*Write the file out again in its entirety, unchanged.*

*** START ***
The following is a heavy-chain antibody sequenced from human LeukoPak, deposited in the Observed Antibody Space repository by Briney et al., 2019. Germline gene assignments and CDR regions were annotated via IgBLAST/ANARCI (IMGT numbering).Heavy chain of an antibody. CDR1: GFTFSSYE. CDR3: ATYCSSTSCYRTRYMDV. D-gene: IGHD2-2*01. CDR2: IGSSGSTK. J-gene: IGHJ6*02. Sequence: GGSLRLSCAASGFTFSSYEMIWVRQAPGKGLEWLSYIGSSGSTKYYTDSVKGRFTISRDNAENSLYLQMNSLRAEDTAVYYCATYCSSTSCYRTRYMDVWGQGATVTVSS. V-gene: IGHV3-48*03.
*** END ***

The following is a heavy-chain antibody sequenced from human LeukoPak, deposited in the Observed Antibody Space repository by Briney et al., 2019. Germline gene assignments and CDR regions were annotated via IgBLAST/ANARCI (IMGT numbering).Heavy chain of an antibody. CDR1: GFTFSSYE. CDR3: ATYCSSTSCYRTRYMDV. D-gene: IGHD2-2*01. CDR2: IGSSGSTK. J-gene: IGHJ6*02. Sequence: GGSLRLSCAASGFTFSSYEMIWVRQAPGKGLEWLSYIGSSGSTKYYTDSVKGRFTISRDNAENSLYLQMNSLRAEDTAVYYCATYCSSTSCYRTRYMDVWGQGATVTVSS. V-gene: IGHV3-48*03.